A month after the tragic shooting in Newtown, Conn., a nearby town announced a new school building there is being named after a Sandy Hook Elementary teacher who gave her life attempting to protect her students.
Officials in Stratford, about 30 minutes from Newtown, said on Monday that a soon-to-be built elementary school building will be named the "Victoria Soto School," honoring the 27-year-old teacher who reportedly shielded her pupils in Connecticut's Sandy Hook Elementary from shooter Adam Lanza
Soto was from Stratford and graduated from Stratford High School in 2003.
Construction is scheduled to begin over the summer on the new building that will be an addition to the township's Honeyspot Elementary School, according to an NBC News local affiliate.
The town's council unanimously approved the decision, which was proposed by Stratford Mayor John Harkins.
"In the days since the tragedy in Sandy Hook, the stories of bravery and heroism by Stratford's own Victoria Soto have been both heart-wrenching and abundant," Harkins said in a statement. "She gave her life protecting children, and we must make sure her sacrifice is never forgotten."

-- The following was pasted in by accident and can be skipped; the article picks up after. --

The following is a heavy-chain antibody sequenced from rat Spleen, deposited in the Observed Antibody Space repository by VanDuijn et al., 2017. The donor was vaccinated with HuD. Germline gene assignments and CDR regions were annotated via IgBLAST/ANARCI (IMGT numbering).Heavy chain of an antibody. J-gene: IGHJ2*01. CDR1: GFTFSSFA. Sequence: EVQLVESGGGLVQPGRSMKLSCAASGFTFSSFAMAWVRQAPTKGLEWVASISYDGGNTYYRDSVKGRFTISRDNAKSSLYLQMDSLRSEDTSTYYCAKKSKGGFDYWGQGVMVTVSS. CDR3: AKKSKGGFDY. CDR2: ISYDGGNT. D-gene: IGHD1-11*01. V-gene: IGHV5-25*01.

Prior to the announcement, Harkins said he met with Soto's family to discuss how the town can honor her.
"Her family has shown amazing strength and resilience in remembering and honoring Victoria's life," he said.
In addition, the mayor hopes to construct a memorial to Soto and has started a petition to rename a local street that runs in front of Stratford High School to "Victoria Soto Way."
Soto's sister Jillian, who told NBC News
it feels as though her sister is on an extended vacation, said she feels good that the town will honor her.
"This doesn't surprise me in any way that she was a hero in this tragedy," she said. "It's a great feeling to know that her name will still be alive in this town and people will never be able to forget who Victoria Soto is."
The decision comes as residents of Newtown are grappling with what to do with the elementary school where the tragedy took place. More than 200 gathered to discuss the fate of Sandy Hook on Sunday, the Hartford Courant reported.
Some residents want the school torn down, claiming the bad memories will inhibit children from learning and the community from moving forward, while others say that tearing down the school down is a surrender and that only the hallways and classrooms where children and educators died should be removed. A decision will not come anytime soon, town officials say.
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